by Steven Ertelt
May 16, 2005
London, England (LifeNews.com) — The British General Medical Council appealed a court ruling on Tuesday in the case of Leslie Burke, a patient with a degenerative brain condition.
Burke won a case at the British High Court because he feared that doctors would refuse to provide him wanted food and water when his condition deteriorates to the point that has to receive nourishment through a feeding tube.
The U.K. High Court ruled that parts of the British Council’s guidance on treatment of such patients could have led to the withdrawal of foos and water for incapacitated patients.
The Council claims the decision would force doctors to use harmful or unnecessary treatments on some patients.
Philip Havers, an attorney for the Council, told the Court of Appeal in London Monday that the ruling introduced "important changes to the law in this area” which require "clarity and certainty."
The Council also claims that the court erred in concluding that food and water was a "straightforward" treatment and it contended treatment decisions depend upon individual cases.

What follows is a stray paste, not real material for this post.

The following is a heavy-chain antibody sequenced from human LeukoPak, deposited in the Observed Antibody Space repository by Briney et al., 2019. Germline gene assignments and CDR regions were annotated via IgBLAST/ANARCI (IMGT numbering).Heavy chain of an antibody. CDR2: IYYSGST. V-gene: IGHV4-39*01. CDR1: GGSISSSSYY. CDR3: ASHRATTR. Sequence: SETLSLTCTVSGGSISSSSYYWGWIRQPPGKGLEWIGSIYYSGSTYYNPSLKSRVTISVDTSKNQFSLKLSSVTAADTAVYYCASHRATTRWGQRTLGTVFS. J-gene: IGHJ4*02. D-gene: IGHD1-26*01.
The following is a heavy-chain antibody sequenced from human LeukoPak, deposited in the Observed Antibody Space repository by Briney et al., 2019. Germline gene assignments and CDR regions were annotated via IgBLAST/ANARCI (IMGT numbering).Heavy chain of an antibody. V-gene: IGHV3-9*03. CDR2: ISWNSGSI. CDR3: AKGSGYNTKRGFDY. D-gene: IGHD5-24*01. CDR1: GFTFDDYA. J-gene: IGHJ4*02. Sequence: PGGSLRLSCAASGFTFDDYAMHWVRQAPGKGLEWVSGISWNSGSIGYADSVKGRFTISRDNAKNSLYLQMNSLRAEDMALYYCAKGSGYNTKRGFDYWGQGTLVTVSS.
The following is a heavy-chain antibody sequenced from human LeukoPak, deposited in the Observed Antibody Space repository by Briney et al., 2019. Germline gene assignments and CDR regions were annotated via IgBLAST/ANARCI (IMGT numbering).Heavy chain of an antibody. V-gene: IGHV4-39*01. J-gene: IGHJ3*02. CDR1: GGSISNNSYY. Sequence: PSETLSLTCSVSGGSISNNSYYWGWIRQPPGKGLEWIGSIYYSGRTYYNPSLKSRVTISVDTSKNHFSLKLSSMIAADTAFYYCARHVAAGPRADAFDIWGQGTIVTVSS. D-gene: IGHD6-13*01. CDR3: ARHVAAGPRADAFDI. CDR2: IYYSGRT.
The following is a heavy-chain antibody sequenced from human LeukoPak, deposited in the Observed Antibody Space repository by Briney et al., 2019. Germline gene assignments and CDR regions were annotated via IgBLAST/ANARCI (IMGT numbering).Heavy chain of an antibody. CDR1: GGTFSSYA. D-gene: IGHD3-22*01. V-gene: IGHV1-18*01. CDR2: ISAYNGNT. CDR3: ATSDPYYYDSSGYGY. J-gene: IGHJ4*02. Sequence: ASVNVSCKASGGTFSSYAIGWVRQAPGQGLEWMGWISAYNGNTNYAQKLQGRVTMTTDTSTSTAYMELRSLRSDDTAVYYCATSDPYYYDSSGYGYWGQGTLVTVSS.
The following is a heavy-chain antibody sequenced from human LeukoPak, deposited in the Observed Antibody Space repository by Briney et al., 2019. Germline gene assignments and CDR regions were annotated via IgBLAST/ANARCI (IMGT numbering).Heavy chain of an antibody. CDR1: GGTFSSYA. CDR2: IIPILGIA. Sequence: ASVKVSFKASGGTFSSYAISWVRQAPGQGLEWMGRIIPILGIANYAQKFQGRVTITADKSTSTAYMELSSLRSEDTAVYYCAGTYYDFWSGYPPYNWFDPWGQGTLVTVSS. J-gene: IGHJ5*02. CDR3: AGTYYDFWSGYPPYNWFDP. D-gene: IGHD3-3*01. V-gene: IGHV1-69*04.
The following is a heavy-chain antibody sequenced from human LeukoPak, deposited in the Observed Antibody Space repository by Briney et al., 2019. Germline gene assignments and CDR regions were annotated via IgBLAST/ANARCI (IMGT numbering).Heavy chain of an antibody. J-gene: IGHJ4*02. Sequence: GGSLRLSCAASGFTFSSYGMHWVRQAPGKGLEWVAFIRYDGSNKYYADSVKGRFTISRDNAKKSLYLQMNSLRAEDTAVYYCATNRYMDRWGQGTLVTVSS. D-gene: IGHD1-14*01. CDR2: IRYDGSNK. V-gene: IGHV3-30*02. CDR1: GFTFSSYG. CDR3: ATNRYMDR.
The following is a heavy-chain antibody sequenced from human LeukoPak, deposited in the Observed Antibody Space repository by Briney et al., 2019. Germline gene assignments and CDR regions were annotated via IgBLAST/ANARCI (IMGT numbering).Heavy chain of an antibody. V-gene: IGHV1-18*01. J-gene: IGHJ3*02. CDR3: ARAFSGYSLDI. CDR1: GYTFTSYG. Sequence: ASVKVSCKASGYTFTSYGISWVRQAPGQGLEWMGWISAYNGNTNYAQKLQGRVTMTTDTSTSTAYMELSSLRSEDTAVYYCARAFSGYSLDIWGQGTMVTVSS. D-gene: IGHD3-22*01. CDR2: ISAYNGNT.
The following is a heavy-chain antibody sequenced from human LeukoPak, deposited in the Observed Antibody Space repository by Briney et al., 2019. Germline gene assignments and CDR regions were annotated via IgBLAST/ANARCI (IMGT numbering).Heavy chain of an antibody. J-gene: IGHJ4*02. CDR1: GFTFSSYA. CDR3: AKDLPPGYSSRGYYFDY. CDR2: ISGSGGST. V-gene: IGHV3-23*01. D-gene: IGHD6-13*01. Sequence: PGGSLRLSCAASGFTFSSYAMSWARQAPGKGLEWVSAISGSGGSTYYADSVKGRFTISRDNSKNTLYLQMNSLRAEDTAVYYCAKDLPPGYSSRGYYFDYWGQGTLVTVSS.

"Whether it is in the best interests of the patient to start or continue life-prolonging treatment may mean addressing a number of difficult ethical as well as legal issues,” Havers said in court papers.
But Burke’s attorney, Richard Gordon, said his client "does not want to die of thirst" and "would want to be provided with water and food until he dies of natural causes.”
"Burke’ fears are, quite rationally, based on current international legal and bioethical trends," says Wesley J. Smith, who closely monitors end of life issues.
"Indeed, current British Medical Association ethical guidelines permit doctors to stop tube-supplied nutrition and hydration if they believe the patient’s quality of life is poor, leading to eventual death," Smith explained. "In such cases, patients’ or relatives’ views on the matter must succumb to the medical and bioethical consensus."
A poll earlier this month found only one-third of respondents favored guidelines for doctors allowing them to withhold food and water from patients who can’t make their own medical decisions.
"The survey shows that this humane ruling has the backing of the public," Dr. Mary Knowles, chair of First Do No Harm, told the Daily Mail newspaper.
A hearing on the Burke case is expected to conclude on May 18.
Related web sites:
Suing for the Right to Live: Futile Care Theory Comes to America – https://www.lifenews.com/bio244.html